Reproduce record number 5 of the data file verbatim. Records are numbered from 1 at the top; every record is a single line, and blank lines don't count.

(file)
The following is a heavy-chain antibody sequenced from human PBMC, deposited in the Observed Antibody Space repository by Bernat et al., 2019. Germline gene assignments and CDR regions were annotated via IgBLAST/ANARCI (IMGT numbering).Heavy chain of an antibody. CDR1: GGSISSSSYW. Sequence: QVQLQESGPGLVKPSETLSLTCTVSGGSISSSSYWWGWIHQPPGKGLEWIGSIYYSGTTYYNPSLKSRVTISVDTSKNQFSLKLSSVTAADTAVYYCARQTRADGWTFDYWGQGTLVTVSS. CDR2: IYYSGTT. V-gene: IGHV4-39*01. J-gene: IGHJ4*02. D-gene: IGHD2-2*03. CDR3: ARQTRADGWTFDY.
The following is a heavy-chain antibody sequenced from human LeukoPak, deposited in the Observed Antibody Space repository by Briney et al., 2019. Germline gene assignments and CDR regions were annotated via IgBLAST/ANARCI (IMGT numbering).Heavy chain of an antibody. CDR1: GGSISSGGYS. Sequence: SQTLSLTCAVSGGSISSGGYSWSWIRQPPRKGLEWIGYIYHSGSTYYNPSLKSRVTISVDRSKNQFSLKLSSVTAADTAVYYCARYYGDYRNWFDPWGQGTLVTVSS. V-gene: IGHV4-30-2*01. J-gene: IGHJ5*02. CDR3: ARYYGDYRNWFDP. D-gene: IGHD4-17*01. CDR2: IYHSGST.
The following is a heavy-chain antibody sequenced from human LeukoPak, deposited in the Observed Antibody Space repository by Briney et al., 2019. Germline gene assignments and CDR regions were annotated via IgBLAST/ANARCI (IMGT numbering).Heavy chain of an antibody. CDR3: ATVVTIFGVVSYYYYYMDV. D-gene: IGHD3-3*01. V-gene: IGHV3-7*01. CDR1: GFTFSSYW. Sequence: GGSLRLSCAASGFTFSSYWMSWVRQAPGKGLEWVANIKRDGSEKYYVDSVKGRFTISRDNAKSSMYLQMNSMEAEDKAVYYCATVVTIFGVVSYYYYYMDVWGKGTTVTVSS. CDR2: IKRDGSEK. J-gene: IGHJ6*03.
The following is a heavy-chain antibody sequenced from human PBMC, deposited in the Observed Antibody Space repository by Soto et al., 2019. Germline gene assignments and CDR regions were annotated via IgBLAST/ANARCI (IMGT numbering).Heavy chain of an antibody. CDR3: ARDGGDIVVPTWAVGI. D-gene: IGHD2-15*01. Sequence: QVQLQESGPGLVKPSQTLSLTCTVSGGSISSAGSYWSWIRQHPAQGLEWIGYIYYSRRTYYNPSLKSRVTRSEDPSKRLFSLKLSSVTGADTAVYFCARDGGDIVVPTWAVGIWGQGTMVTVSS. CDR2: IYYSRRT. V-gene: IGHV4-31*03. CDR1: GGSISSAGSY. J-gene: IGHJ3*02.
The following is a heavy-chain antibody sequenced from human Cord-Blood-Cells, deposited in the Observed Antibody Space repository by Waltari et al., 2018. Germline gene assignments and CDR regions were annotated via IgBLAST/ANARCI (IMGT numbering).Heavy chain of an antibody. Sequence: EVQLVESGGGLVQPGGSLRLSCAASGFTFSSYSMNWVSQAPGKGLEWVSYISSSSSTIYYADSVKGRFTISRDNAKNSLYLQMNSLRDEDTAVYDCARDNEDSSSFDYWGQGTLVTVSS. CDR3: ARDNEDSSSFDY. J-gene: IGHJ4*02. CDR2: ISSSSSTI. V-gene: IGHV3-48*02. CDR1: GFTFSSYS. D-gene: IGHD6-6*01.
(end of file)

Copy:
The following is a heavy-chain antibody sequenced from human Cord-Blood-Cells, deposited in the Observed Antibody Space repository by Waltari et al., 2018. Germline gene assignments and CDR regions were annotated via IgBLAST/ANARCI (IMGT numbering).Heavy chain of an antibody. Sequence: EVQLVESGGGLVQPGGSLRLSCAASGFTFSSYSMNWVSQAPGKGLEWVSYISSSSSTIYYADSVKGRFTISRDNAKNSLYLQMNSLRDEDTAVYDCARDNEDSSSFDYWGQGTLVTVSS. CDR3: ARDNEDSSSFDY. J-gene: IGHJ4*02. CDR2: ISSSSSTI. V-gene: IGHV3-48*02. CDR1: GFTFSSYS. D-gene: IGHD6-6*01.